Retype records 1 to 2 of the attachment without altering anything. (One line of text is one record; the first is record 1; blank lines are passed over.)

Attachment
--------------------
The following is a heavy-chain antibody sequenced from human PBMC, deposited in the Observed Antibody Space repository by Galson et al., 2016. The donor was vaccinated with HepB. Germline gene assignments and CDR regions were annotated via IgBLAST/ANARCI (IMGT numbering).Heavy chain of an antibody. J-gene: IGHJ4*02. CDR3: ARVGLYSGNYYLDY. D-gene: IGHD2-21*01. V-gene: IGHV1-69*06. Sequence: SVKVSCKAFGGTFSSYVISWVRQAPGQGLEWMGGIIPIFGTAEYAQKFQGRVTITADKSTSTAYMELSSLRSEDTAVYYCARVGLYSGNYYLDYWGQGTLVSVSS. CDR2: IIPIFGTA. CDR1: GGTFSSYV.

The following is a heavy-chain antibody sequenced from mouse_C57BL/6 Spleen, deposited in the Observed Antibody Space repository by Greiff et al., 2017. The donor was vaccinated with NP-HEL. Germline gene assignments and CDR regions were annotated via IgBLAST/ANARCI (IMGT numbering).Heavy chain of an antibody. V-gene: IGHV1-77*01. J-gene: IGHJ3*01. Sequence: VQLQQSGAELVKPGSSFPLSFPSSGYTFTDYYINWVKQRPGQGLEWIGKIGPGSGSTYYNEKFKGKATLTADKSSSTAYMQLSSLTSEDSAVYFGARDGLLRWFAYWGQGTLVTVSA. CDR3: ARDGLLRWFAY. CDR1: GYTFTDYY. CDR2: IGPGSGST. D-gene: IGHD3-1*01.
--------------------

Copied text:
The following is a heavy-chain antibody sequenced from human PBMC, deposited in the Observed Antibody Space repository by Galson et al., 2016. The donor was vaccinated with HepB. Germline gene assignments and CDR regions were annotated via IgBLAST/ANARCI (IMGT numbering).Heavy chain of an antibody. J-gene: IGHJ4*02. CDR3: ARVGLYSGNYYLDY. D-gene: IGHD2-21*01. V-gene: IGHV1-69*06. Sequence: SVKVSCKAFGGTFSSYVISWVRQAPGQGLEWMGGIIPIFGTAEYAQKFQGRVTITADKSTSTAYMELSSLRSEDTAVYYCARVGLYSGNYYLDYWGQGTLVSVSS. CDR2: IIPIFGTA. CDR1: GGTFSSYV.

The following is a heavy-chain antibody sequenced from mouse_C57BL/6 Spleen, deposited in the Observed Antibody Space repository by Greiff et al., 2017. The donor was vaccinated with NP-HEL. Germline gene assignments and CDR regions were annotated via IgBLAST/ANARCI (IMGT numbering).Heavy chain of an antibody. V-gene: IGHV1-77*01. J-gene: IGHJ3*01. Sequence: VQLQQSGAELVKPGSSFPLSFPSSGYTFTDYYINWVKQRPGQGLEWIGKIGPGSGSTYYNEKFKGKATLTADKSSSTAYMQLSSLTSEDSAVYFGARDGLLRWFAYWGQGTLVTVSA. CDR3: ARDGLLRWFAY. CDR1: GYTFTDYY. CDR2: IGPGSGST. D-gene: IGHD3-1*01.